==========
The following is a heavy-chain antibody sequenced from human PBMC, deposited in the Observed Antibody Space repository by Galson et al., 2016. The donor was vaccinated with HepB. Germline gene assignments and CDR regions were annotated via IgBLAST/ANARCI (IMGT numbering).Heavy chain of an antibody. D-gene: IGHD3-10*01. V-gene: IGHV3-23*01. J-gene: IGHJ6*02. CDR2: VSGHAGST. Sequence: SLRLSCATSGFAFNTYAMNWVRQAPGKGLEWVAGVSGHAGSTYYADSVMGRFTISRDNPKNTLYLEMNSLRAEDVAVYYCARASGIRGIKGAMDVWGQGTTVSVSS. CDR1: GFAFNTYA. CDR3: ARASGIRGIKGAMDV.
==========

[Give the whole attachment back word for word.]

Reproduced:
The following is a heavy-chain antibody sequenced from human PBMC, deposited in the Observed Antibody Space repository by Galson et al., 2016. The donor was vaccinated with HepB. Germline gene assignments and CDR regions were annotated via IgBLAST/ANARCI (IMGT numbering).Heavy chain of an antibody. D-gene: IGHD3-10*01. V-gene: IGHV3-23*01. J-gene: IGHJ6*02. CDR2: VSGHAGST. Sequence: SLRLSCATSGFAFNTYAMNWVRQAPGKGLEWVAGVSGHAGSTYYADSVMGRFTISRDNPKNTLYLEMNSLRAEDVAVYYCARASGIRGIKGAMDVWGQGTTVSVSS. CDR1: GFAFNTYA. CDR3: ARASGIRGIKGAMDV.